Rock Reads: Dynamic Song Performance: The Singers Bible by Pepper Jay with John Michael Ferrari

Reviewed by Kevin Wierzbicki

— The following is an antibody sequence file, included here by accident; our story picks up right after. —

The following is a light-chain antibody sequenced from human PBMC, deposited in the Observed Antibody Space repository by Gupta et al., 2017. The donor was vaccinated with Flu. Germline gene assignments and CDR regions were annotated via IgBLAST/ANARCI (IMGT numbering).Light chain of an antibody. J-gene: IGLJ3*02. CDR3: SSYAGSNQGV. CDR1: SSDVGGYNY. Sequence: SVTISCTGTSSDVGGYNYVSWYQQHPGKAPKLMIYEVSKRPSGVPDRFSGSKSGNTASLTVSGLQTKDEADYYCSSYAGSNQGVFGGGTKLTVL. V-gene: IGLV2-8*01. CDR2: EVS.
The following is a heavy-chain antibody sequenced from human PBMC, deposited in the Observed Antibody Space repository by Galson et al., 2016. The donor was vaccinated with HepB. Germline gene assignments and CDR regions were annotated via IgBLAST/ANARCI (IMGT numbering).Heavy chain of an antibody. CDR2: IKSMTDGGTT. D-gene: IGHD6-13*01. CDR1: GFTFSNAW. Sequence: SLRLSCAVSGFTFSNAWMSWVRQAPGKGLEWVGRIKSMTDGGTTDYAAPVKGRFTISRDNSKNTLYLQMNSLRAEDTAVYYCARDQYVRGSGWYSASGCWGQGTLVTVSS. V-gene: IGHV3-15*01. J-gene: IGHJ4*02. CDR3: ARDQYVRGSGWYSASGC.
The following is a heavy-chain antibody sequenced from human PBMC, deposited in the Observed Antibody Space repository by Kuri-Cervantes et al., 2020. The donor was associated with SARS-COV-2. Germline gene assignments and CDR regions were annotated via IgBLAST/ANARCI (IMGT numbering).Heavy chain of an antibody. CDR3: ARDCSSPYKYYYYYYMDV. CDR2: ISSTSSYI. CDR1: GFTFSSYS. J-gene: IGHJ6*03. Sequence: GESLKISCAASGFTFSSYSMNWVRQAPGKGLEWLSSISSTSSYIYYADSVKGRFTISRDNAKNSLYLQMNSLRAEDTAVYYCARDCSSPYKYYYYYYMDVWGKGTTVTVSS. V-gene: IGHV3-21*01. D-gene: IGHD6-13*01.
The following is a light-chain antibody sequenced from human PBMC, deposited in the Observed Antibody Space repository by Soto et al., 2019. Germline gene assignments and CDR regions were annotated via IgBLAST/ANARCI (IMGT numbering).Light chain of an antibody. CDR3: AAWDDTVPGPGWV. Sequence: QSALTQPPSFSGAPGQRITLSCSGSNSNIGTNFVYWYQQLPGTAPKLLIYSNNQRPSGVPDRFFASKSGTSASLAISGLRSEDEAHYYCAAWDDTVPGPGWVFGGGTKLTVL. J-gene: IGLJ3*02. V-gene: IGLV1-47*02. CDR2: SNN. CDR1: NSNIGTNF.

Have you ever heard someone singing (or trying to) and thought that they sounded like a bleating sheep? Perhaps the ovine noises were intentional; according to author Jay, making the "baa" sound is a great vocal exercise designed to develop a singer's vibrato, tremolo and note tags. Vocal techniques are just a small part of this "bible" for singers as Jay covers everything from phrasing to stage presence to creating a fan base in this very thorough primer. And Pepper knows of what she speaks; she broke into show business as an actor in sitcoms like "The Real McCoys" at just seven-years-old, and since has taught drama and dance and produced live entertainment, film, TV shows and music videos. Broken into chapters with titles like "Communicate Your Song," "How to Move Onstage" and "Package Yourself," Jay's advice is given with the aim of showing the performer how to tap into the audience's mindset, in essence expanding on the premise of "working the room." Topics include being sincere with your lyrics, playing to the camera (and audiences, large and small) and how to develop mannerisms like how to walk on stage gracefully and how to not go overboard with stage patter. The latter portion of the book focuses on things like how to mimic your idols, the importance of a demo tape or reel, deciding whether to utilize a manager or agent, and more abstractly, how to "be" a photograph. And while most of the interested readers of Jay's book will likely indeed be singers, she points out that the book is written in such a way as to be helpful to other types of performers including stand-up comedians, magicians, models, public speakers and even trial lawyers. John Michael Ferrari contributes original photography. Get it here

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